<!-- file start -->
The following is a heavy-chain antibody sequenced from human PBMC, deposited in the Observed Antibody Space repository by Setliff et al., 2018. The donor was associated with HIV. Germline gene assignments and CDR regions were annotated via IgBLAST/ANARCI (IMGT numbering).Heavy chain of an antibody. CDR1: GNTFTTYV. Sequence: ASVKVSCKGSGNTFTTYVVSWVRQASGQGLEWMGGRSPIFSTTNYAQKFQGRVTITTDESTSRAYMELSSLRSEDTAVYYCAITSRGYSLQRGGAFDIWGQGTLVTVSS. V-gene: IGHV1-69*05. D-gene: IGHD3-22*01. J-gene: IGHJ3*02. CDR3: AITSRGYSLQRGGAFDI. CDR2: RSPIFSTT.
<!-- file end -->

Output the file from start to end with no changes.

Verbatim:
The following is a heavy-chain antibody sequenced from human PBMC, deposited in the Observed Antibody Space repository by Setliff et al., 2018. The donor was associated with HIV. Germline gene assignments and CDR regions were annotated via IgBLAST/ANARCI (IMGT numbering).Heavy chain of an antibody. CDR1: GNTFTTYV. Sequence: ASVKVSCKGSGNTFTTYVVSWVRQASGQGLEWMGGRSPIFSTTNYAQKFQGRVTITTDESTSRAYMELSSLRSEDTAVYYCAITSRGYSLQRGGAFDIWGQGTLVTVSS. V-gene: IGHV1-69*05. D-gene: IGHD3-22*01. J-gene: IGHJ3*02. CDR3: AITSRGYSLQRGGAFDI. CDR2: RSPIFSTT.